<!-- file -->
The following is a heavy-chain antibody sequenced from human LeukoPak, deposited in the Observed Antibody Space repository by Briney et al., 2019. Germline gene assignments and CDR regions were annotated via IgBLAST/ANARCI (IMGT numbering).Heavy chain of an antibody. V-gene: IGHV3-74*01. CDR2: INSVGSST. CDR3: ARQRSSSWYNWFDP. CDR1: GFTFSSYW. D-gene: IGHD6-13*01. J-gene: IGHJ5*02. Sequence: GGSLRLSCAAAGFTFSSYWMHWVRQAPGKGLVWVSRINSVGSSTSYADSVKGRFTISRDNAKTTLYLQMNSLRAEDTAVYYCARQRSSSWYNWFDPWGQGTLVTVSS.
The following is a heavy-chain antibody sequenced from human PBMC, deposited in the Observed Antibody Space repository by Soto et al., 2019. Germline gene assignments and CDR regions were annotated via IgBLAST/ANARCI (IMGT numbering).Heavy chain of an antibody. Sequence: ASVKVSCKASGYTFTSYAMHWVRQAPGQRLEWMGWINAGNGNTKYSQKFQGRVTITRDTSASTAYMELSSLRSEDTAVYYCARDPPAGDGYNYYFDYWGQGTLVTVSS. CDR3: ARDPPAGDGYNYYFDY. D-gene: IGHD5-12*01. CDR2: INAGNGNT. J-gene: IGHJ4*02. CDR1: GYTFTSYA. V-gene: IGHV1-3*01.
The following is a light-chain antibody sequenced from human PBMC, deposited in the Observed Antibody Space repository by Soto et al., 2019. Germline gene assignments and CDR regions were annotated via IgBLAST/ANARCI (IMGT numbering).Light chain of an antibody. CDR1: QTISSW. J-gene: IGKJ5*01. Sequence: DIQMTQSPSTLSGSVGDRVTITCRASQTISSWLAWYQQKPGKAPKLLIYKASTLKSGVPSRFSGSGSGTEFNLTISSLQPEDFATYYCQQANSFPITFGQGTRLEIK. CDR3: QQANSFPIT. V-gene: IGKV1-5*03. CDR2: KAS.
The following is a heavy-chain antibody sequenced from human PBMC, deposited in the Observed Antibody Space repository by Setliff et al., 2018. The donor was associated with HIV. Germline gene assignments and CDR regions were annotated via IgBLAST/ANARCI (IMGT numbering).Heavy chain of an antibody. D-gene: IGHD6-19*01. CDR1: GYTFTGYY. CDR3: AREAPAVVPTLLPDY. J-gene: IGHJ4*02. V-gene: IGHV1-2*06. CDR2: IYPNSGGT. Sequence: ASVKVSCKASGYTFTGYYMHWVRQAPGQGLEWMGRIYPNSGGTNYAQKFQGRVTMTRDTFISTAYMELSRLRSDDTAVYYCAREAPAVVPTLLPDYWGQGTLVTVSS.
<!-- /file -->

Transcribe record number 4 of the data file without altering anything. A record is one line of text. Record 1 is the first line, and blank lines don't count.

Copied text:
The following is a heavy-chain antibody sequenced from human PBMC, deposited in the Observed Antibody Space repository by Setliff et al., 2018. The donor was associated with HIV. Germline gene assignments and CDR regions were annotated via IgBLAST/ANARCI (IMGT numbering).Heavy chain of an antibody. D-gene: IGHD6-19*01. CDR1: GYTFTGYY. CDR3: AREAPAVVPTLLPDY. J-gene: IGHJ4*02. V-gene: IGHV1-2*06. CDR2: IYPNSGGT. Sequence: ASVKVSCKASGYTFTGYYMHWVRQAPGQGLEWMGRIYPNSGGTNYAQKFQGRVTMTRDTFISTAYMELSRLRSDDTAVYYCAREAPAVVPTLLPDYWGQGTLVTVSS.